It’s Saturday, August 29th, 2015, exactly 10 years after Hurricane Katrina devastated the Gulf Coast, and New Orleans is packed to the brim with local residents, volunteers, workers, and even a few celebrities. The occasion is both celebratory and solemn, a delicate balance between resilience and remembrance.
Killing nearly 2,000 people and causing approximately $108 billion worth of damage, Katrina remains one of the costliest natural disasters to ever hit American shores. These facts, while certainly impossible to forget, have been temporarily placed on the backburner by most attendees.
The day begins on a somber note at the Old Hammond Highway with a brief honoring of Katrina’s victims. Following the ceremony, participants in the Lakeview Hurricane Anniversary Parade proudly sport the national colors as they march from Harrison Avenue to Orleans Avenue, the sites marking the starting and ending points of the breached levees from Katrina.
Several blocks away, the Jefferson Medical Center hands out free barbecue to residents, while nearly one hundred volunteers on St. Claude Avenue work laboriously to clear a lot for a brand new produce stand.
And, in the Lower 9th Ward, protesters storm the streets.
They huddle inside a small hand-made house as they make their way through the largely desolate neighborhood. These protestors, mostly African-American residents of the Ward, are participating in the 10th annual Lower 9th Ward March.
Before Katrina, the Ward, which was and still remains predominately African-American, peaked with a population of nearly 14,000. After Katrina (c.2010) the population sank to a dismal 2,800 individuals, with only a slight increase in the population up to the present.
In effect, New Orleans lost a hefty portion of its African-American residents.
Since the year Katrina hit only 37% of the homes in the Ward have been recovered, as compared to the nearly 90% recovery in the rest of the city. Boarded-up homes, overgrown lawns, and a prevailing sense of loss and hopelessness now permeate large chunks of this once vibrant community.
While it’s easy to point fingers for the Ward’s slow recovery, it’s necessary that we go back to the origin of its decay. We need to go back ten years.
Lower Ninth gets its name because it sits directly at the mouth, or the lower end, of the Mississippi River, where water normally flows down into the Gulf of Mexico. When Katrina hit, the Ward, because of its proximity to the ocean, received the brunt of the storm’s force.
Adding salt to the Ward’s wound is the fact that a significantly high percentage of its residents are impoverished. The night former Mayor Nagin announced the evacuation of the city, many residents did not have access to transportation and remained trapped in their homes. The high level of death and destruction can be contributed partly to these facts.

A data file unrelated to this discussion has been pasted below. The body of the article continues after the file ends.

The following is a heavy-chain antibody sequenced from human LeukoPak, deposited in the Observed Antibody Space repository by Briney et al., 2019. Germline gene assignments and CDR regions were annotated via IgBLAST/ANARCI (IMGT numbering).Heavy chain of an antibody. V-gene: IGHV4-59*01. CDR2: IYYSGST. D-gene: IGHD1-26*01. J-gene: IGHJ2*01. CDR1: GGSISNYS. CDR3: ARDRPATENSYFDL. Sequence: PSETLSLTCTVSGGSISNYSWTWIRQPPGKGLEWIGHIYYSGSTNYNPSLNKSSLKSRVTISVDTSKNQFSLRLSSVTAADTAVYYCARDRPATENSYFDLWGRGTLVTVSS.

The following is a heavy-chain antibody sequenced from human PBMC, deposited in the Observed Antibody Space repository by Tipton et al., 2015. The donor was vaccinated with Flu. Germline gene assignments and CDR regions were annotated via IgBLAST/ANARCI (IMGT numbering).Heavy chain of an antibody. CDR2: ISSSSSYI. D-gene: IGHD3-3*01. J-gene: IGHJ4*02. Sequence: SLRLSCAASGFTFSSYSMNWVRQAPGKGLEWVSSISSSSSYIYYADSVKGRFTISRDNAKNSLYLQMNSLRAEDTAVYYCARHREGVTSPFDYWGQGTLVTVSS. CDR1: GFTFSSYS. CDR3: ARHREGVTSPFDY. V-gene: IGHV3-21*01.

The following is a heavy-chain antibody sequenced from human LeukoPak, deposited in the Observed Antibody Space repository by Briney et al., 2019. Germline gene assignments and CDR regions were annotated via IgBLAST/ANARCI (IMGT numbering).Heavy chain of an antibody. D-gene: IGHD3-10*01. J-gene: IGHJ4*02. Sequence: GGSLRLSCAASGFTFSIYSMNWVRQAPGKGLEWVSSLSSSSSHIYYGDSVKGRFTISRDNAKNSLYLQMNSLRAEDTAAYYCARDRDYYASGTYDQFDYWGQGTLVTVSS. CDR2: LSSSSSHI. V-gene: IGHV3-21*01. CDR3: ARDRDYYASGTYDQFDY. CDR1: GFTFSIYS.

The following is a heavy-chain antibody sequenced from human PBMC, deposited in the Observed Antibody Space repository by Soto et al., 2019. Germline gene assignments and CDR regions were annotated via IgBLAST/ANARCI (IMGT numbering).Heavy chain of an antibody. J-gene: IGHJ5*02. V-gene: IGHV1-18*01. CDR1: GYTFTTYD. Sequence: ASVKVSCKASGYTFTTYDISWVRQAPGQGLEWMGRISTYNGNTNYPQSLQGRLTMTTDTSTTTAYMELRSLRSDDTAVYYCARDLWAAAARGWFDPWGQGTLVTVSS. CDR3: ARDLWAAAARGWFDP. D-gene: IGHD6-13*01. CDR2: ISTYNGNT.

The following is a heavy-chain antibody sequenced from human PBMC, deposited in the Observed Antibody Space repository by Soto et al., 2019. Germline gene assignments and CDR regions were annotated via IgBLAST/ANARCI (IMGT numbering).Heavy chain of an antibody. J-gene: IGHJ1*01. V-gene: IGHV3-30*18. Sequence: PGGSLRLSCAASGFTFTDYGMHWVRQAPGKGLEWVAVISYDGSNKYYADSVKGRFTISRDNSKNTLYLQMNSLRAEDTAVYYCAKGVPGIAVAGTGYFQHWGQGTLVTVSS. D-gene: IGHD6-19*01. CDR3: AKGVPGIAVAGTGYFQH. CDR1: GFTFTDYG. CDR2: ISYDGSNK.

It seems logical that the recovery process in such an affected area should be a bit slower, but there are many factors that have made recovery for the Ward even slower than expected.
Beginning a long list of grievances are the phony contractors who offered displaced residents of the Ward extremely low prices to rebuild their damaged homes after the storm.
What followed were huge investments from the residents and the construction of dangerous and unlivable piles of garbage, not the homes they were promised. The contractors then fled, leaving the residents in even further debt than before.
The large income disparity between blacks and whites in New Orleans, as well as the higher rate of dependents (children and the elderly) living in the Ward further exacerbated the neighborhood’s comparatively slow recovery to the rest of the city.
This disparity in recovery and the resulting differences in the quality of life for the residents of New Orleans, while garnering unique attention from the press, reflects a very common and often ignored trend in America.
As the world’s poster child for equality, the United States is grossly unequal. 1% of our population holds approximately 20% of the country’s total wealth, while the bottom 40% holds only 10% of that wealth.
Geographically, the South has one of the highest rates of poverty in the nation, with African-Americans being affected by poverty at an extremely high rate. The current state of New Orleans, and more precisely the current state of the Lower 9th Ward, merely represent a small part of a larger trend. Even locally, the difference in income between the predominantly White residents of South Tulsa and the predominately African-American and Latino residents of North Tulsa further reflects this economic trend.
It’s inexcusable to deny help to someone on the basis of race under any circumstance, catastrophic or minute. Unfortunately, it tends to be more difficult to help those who desperately need it, and easier to help those who only need a little aid. The level of destruction in the Lower 9th Ward in conjunction with the already high level of poverty existing there, made the recovery process of the region only more difficult.
The recovery that eventually came to New Orleans simply went where the money went. And despite the efforts from residents and nonprofits, the money did not make it to Lower 9th Ward.
As resident Irvin Brown puts it, the reason for the Ward’s slow recovery is simple: “Money. Money. Money. Money.”
With all of that said, I lost nothing from Katrina. I did not lose my house. I did not lose my family members. I did not lose my friends.
So I cannot empathize with the heartbreak and devastation the residents, and the protestors, of the Lower 9th Ward must have felt and are feeling today. I can only watch them rightfully celebrate their accomplishments of the past, and cry out their needs for the future.